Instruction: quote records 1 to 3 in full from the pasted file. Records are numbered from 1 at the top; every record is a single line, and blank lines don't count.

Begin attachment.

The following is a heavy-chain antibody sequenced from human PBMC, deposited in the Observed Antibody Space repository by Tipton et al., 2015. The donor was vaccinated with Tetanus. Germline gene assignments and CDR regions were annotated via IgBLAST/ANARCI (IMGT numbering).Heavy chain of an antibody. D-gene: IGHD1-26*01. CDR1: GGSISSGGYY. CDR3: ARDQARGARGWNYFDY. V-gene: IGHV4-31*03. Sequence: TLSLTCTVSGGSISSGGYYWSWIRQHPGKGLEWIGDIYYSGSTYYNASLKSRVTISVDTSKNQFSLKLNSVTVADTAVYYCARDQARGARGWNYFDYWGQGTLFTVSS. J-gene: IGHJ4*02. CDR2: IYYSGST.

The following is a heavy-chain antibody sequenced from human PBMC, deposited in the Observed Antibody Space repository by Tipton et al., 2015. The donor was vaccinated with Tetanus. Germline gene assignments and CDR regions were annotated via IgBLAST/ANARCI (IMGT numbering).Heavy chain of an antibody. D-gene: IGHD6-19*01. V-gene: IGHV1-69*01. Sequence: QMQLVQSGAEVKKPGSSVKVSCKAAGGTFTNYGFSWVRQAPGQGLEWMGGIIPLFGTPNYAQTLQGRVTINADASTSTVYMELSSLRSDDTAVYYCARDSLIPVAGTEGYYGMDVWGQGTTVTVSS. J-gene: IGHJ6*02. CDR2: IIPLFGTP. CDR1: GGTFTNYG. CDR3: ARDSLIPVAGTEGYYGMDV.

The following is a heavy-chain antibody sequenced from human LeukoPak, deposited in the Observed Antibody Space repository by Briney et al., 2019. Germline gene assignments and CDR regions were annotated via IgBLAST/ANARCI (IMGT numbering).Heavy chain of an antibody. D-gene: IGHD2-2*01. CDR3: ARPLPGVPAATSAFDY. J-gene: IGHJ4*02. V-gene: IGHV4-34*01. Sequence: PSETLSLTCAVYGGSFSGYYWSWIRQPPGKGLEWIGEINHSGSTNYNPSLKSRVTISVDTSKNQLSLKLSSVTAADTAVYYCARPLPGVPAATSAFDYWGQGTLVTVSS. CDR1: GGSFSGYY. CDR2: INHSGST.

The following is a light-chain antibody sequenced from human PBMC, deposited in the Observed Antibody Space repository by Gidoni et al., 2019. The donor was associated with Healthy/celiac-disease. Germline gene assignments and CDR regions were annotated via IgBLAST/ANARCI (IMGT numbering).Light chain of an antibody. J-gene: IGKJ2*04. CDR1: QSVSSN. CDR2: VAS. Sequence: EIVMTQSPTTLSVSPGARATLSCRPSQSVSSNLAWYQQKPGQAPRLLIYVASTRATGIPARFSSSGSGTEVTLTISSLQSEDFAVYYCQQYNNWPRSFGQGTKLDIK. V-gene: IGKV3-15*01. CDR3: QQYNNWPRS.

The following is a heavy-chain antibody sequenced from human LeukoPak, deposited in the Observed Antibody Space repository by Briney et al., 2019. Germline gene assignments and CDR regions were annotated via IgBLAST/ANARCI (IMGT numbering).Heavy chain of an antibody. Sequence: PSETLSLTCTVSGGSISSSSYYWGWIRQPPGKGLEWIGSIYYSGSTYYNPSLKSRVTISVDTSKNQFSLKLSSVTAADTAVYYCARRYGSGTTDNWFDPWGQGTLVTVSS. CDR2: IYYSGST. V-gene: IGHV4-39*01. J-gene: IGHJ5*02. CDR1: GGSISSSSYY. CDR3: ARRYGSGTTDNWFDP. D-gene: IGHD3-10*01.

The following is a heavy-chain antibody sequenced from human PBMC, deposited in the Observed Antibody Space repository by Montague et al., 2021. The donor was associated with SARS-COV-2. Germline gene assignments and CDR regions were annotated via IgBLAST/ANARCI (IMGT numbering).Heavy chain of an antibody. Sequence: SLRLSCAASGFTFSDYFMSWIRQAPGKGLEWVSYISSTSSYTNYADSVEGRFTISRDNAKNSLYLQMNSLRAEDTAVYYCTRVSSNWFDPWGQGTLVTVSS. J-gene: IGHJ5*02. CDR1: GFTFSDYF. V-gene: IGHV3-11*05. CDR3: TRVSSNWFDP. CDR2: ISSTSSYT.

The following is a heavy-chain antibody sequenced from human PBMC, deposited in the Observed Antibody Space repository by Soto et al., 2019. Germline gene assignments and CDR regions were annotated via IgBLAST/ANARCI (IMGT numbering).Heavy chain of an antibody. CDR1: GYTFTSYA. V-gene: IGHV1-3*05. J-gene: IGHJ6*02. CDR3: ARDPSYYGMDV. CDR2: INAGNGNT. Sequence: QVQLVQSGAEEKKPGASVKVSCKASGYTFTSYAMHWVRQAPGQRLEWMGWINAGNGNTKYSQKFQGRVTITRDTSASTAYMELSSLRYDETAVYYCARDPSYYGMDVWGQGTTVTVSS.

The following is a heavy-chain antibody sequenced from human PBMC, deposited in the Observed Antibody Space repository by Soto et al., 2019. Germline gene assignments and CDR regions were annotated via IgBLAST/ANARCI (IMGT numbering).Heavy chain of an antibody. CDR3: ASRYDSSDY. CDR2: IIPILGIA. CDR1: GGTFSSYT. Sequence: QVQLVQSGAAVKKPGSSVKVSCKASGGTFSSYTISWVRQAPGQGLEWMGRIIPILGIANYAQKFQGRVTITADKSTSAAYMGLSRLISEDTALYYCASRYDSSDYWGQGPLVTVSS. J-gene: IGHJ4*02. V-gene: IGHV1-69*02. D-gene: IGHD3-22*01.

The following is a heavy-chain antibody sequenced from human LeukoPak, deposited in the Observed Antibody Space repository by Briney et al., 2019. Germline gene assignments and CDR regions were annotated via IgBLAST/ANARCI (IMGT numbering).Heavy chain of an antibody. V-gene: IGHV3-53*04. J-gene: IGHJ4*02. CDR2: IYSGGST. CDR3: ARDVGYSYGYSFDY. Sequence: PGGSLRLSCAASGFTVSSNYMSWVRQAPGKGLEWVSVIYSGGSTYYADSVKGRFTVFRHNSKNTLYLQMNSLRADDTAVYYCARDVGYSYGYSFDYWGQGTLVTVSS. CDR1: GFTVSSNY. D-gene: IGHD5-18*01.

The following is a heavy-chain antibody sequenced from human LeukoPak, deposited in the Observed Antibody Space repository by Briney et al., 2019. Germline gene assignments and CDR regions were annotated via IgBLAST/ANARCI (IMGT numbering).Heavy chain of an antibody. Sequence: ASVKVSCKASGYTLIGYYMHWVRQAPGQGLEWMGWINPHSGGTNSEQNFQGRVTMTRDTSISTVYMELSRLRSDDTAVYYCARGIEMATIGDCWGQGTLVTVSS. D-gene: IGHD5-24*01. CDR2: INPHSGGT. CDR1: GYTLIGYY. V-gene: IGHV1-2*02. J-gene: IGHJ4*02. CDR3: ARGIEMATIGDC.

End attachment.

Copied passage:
The following is a heavy-chain antibody sequenced from human PBMC, deposited in the Observed Antibody Space repository by Tipton et al., 2015. The donor was vaccinated with Tetanus. Germline gene assignments and CDR regions were annotated via IgBLAST/ANARCI (IMGT numbering).Heavy chain of an antibody. D-gene: IGHD1-26*01. CDR1: GGSISSGGYY. CDR3: ARDQARGARGWNYFDY. V-gene: IGHV4-31*03. Sequence: TLSLTCTVSGGSISSGGYYWSWIRQHPGKGLEWIGDIYYSGSTYYNASLKSRVTISVDTSKNQFSLKLNSVTVADTAVYYCARDQARGARGWNYFDYWGQGTLFTVSS. J-gene: IGHJ4*02. CDR2: IYYSGST.

The following is a heavy-chain antibody sequenced from human PBMC, deposited in the Observed Antibody Space repository by Tipton et al., 2015. The donor was vaccinated with Tetanus. Germline gene assignments and CDR regions were annotated via IgBLAST/ANARCI (IMGT numbering).Heavy chain of an antibody. D-gene: IGHD6-19*01. V-gene: IGHV1-69*01. Sequence: QMQLVQSGAEVKKPGSSVKVSCKAAGGTFTNYGFSWVRQAPGQGLEWMGGIIPLFGTPNYAQTLQGRVTINADASTSTVYMELSSLRSDDTAVYYCARDSLIPVAGTEGYYGMDVWGQGTTVTVSS. J-gene: IGHJ6*02. CDR2: IIPLFGTP. CDR1: GGTFTNYG. CDR3: ARDSLIPVAGTEGYYGMDV.

The following is a heavy-chain antibody sequenced from human LeukoPak, deposited in the Observed Antibody Space repository by Briney et al., 2019. Germline gene assignments and CDR regions were annotated via IgBLAST/ANARCI (IMGT numbering).Heavy chain of an antibody. D-gene: IGHD2-2*01. CDR3: ARPLPGVPAATSAFDY. J-gene: IGHJ4*02. V-gene: IGHV4-34*01. Sequence: PSETLSLTCAVYGGSFSGYYWSWIRQPPGKGLEWIGEINHSGSTNYNPSLKSRVTISVDTSKNQLSLKLSSVTAADTAVYYCARPLPGVPAATSAFDYWGQGTLVTVSS. CDR1: GGSFSGYY. CDR2: INHSGST.